Directed by Ingmar Bergman
Back in college, I took a course called "Emergence of the Artist." The idea was to follow the career of a film director and see how he developed. The first time they gave it, it was about Alfred Hitchcock, but when I took it, the director in question in Ingmar Bergman.
The professor, Frank Gado, had his quirks. One was that the only type of art that was worth studying was those which examined the relationship between man and God. The other was that he was a passionate fan (and acquaintance) of Ingmar Bergman.
We watched 23 films in the ten weeks of the course (Union College had 10-week trimesters and is still unable to change this to two 15-week semesters with various objections that boiled down to the argument "It can't be done!" as though 90% of US colleges didn't exist).
We started with Bergman's first film, Frenzy, (as writer, and it has nothing to do with the Hitchcock title) and went through a lot of things that are rarely shown these days: Illicit Interlude, Thirst, The Naked Night. And eventually All These Women.
In 1964, foreign films were given US titles, and All These Women is not exactly the Swedish title, which is better translated as Let's not talk about all these women. A bit wordy, but, in a way, it fits, since All These Women is unique among Bergman's films. It's a comedy. A slapstick comedy.
Yes, for someone known as making serious and often depression films. Bergman had his bright side. Of course, his best known film (at least, in adaptation) is also a comedy: Smiles of a Summer Night. But that was a French-style reaction comedy, where the humor comes out of how the characters react. All these Women is pure slapstick.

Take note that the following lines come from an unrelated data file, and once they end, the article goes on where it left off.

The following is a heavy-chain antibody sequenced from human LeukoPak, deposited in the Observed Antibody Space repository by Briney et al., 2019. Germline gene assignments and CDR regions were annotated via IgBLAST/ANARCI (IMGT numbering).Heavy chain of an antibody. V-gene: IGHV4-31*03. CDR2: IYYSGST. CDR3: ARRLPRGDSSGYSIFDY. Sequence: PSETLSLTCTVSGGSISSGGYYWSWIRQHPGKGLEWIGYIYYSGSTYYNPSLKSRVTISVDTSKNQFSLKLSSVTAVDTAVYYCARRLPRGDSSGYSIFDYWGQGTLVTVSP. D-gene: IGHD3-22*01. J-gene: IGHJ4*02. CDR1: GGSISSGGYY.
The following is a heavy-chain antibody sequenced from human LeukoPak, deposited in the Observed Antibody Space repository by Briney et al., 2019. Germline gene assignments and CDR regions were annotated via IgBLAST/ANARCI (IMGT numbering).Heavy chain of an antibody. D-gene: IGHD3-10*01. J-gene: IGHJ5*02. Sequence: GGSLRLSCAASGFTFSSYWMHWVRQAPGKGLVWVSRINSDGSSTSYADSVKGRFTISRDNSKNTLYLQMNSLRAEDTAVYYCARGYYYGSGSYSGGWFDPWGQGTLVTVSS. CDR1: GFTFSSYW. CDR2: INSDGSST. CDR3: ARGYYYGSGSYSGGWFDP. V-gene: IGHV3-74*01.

It announces this very early on: it starts with a funeral scene. But instead of Death in a black cape, the soundtrack is playing "Yes, We Have No Bananas." The story involves flashbacks of the dead man, a famed cellist who has affairs with many women (he schedules their lovemaking so they don't meet).
Jarl Kulle plays Cornelius, a writer trying to do a biography of the cellist, Felix (who is never seen). The film was also Bergman's first film in color.
It did not get particularly good reviews, but I remember it was mildly funny and worth checking out. It seems to have gained a bit in stature over the years, as people see the typical Bergman themes underneath the slapstick (it's clear that the character of Felix is a stand in for Bergman himself). But it's especially fascinating if, as you watch the slapstick, you tell yourself this is slapstick done by Ingmar Bergman. The idea alone is worth quite a few smiles.
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